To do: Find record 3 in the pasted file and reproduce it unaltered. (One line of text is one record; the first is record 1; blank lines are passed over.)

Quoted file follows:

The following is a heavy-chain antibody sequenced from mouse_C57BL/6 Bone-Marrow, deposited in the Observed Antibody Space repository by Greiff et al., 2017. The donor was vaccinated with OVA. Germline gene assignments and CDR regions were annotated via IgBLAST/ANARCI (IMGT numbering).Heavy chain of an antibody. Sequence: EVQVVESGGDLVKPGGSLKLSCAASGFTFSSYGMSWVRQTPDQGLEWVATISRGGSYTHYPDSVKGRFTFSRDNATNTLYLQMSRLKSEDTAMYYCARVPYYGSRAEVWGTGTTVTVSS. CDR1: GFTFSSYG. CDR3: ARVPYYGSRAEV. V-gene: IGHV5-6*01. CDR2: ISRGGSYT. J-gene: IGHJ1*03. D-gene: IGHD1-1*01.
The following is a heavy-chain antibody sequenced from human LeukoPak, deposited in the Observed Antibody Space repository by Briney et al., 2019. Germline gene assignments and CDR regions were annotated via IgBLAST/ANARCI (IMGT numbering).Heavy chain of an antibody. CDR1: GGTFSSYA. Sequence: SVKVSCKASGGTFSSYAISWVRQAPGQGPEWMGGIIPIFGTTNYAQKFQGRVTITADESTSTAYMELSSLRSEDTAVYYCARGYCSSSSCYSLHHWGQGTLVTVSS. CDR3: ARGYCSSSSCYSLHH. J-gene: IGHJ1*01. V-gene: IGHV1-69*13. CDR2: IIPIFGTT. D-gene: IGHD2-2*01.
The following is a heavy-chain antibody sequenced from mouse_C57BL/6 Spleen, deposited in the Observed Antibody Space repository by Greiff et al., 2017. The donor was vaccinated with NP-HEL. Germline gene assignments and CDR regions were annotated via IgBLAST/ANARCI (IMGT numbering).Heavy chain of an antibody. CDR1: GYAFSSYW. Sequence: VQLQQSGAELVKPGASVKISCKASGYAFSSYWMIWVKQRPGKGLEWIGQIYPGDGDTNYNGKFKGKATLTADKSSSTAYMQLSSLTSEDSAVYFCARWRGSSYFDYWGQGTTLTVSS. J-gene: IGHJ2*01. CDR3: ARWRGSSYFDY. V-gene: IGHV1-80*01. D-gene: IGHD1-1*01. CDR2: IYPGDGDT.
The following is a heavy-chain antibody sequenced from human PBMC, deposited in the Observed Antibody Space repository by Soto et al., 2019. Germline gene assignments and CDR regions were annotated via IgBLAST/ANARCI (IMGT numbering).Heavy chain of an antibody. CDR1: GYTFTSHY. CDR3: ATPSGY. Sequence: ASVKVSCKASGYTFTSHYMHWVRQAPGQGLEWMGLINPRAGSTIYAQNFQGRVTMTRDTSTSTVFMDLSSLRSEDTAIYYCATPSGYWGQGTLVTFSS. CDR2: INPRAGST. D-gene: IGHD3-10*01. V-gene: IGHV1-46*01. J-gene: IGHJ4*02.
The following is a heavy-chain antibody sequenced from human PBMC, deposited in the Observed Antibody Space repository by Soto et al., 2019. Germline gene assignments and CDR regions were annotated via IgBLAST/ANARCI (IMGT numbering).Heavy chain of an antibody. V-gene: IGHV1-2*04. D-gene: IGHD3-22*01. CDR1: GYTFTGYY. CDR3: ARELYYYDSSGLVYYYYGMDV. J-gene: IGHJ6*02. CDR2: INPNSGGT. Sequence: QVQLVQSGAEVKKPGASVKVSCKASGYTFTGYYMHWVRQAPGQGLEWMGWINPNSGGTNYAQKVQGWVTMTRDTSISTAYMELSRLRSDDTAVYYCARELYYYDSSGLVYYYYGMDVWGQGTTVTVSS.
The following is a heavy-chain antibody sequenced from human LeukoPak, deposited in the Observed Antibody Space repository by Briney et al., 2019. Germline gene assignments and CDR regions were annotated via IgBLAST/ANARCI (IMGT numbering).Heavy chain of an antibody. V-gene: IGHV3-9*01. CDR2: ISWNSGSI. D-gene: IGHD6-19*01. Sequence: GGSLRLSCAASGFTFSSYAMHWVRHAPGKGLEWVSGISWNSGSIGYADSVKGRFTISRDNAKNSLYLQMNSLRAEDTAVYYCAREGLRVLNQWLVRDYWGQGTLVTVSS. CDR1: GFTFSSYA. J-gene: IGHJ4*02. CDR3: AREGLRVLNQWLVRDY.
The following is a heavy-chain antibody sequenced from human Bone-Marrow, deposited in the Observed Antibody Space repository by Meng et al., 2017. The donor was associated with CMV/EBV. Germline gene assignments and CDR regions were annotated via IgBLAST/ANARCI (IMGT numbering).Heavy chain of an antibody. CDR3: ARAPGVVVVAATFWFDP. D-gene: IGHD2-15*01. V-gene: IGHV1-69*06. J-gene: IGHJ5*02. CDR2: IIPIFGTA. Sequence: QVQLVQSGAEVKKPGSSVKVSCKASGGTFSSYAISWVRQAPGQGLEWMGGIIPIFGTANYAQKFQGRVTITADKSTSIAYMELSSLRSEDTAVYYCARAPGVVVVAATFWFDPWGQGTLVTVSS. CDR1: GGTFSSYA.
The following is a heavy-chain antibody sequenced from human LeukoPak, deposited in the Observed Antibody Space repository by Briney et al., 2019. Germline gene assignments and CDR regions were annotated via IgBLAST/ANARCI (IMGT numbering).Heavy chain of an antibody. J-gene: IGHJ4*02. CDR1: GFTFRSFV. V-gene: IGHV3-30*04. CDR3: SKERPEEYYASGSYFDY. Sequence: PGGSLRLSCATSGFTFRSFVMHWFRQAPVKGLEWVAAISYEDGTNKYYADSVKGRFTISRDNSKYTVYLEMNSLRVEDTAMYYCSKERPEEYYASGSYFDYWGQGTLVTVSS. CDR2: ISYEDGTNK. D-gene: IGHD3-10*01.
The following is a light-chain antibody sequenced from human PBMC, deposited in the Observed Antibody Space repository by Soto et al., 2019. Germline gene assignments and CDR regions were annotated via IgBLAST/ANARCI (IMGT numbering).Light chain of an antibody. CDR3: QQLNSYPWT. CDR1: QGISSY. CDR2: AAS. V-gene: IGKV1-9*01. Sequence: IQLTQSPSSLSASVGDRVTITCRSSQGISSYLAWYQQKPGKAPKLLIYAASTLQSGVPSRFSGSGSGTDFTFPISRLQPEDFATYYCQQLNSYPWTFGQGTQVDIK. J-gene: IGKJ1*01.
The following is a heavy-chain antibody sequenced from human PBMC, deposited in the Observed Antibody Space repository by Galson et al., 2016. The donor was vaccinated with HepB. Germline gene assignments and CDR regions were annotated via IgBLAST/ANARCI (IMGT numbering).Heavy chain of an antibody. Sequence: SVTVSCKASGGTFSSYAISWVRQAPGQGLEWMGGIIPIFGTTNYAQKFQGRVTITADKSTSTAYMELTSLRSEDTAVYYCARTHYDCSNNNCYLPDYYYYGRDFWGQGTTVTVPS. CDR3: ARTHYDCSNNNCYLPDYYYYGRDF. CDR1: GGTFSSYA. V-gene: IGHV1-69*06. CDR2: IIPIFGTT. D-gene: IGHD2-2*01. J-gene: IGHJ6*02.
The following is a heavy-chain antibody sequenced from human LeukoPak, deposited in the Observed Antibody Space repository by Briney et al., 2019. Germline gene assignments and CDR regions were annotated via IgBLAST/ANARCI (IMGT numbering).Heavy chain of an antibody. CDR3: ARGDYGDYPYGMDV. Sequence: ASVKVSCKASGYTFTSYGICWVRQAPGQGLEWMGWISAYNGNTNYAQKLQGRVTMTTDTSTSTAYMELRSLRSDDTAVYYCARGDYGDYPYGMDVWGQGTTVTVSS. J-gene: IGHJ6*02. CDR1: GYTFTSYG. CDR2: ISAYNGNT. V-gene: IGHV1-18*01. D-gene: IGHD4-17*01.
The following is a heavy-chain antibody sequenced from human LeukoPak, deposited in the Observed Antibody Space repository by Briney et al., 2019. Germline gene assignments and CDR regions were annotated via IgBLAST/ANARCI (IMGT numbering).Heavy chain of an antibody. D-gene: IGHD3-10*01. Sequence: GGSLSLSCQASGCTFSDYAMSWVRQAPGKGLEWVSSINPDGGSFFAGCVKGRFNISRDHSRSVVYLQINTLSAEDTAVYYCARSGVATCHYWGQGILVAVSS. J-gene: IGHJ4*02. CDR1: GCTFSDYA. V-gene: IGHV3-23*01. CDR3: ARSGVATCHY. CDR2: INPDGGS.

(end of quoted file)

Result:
The following is a heavy-chain antibody sequenced from mouse_C57BL/6 Spleen, deposited in the Observed Antibody Space repository by Greiff et al., 2017. The donor was vaccinated with NP-HEL. Germline gene assignments and CDR regions were annotated via IgBLAST/ANARCI (IMGT numbering).Heavy chain of an antibody. CDR1: GYAFSSYW. Sequence: VQLQQSGAELVKPGASVKISCKASGYAFSSYWMIWVKQRPGKGLEWIGQIYPGDGDTNYNGKFKGKATLTADKSSSTAYMQLSSLTSEDSAVYFCARWRGSSYFDYWGQGTTLTVSS. J-gene: IGHJ2*01. CDR3: ARWRGSSYFDY. V-gene: IGHV1-80*01. D-gene: IGHD1-1*01. CDR2: IYPGDGDT.